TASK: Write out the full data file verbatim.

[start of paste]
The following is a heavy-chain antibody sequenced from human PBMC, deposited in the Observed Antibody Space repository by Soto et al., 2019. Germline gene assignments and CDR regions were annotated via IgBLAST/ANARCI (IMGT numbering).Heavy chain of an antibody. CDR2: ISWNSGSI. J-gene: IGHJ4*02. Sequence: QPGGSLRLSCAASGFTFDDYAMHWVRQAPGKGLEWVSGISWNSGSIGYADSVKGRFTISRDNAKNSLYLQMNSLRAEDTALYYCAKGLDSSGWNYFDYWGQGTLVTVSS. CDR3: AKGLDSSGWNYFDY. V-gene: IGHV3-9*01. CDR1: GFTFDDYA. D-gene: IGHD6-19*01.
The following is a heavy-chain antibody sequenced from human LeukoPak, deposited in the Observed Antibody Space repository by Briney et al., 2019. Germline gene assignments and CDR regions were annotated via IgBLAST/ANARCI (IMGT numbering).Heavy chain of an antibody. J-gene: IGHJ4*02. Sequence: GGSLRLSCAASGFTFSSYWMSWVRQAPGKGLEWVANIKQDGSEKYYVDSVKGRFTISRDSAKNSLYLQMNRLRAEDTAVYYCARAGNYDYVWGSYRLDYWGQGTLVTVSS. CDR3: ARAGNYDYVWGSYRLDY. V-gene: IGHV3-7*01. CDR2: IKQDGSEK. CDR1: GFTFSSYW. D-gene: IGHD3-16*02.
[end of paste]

The following is a heavy-chain antibody sequenced from human PBMC, deposited in the Observed Antibody Space repository by Soto et al., 2019. Germline gene assignments and CDR regions were annotated via IgBLAST/ANARCI (IMGT numbering).Heavy chain of an antibody. CDR2: ISWNSGSI. J-gene: IGHJ4*02. Sequence: QPGGSLRLSCAASGFTFDDYAMHWVRQAPGKGLEWVSGISWNSGSIGYADSVKGRFTISRDNAKNSLYLQMNSLRAEDTALYYCAKGLDSSGWNYFDYWGQGTLVTVSS. CDR3: AKGLDSSGWNYFDY. V-gene: IGHV3-9*01. CDR1: GFTFDDYA. D-gene: IGHD6-19*01.
The following is a heavy-chain antibody sequenced from human LeukoPak, deposited in the Observed Antibody Space repository by Briney et al., 2019. Germline gene assignments and CDR regions were annotated via IgBLAST/ANARCI (IMGT numbering).Heavy chain of an antibody. J-gene: IGHJ4*02. Sequence: GGSLRLSCAASGFTFSSYWMSWVRQAPGKGLEWVANIKQDGSEKYYVDSVKGRFTISRDSAKNSLYLQMNRLRAEDTAVYYCARAGNYDYVWGSYRLDYWGQGTLVTVSS. CDR3: ARAGNYDYVWGSYRLDY. V-gene: IGHV3-7*01. CDR2: IKQDGSEK. CDR1: GFTFSSYW. D-gene: IGHD3-16*02.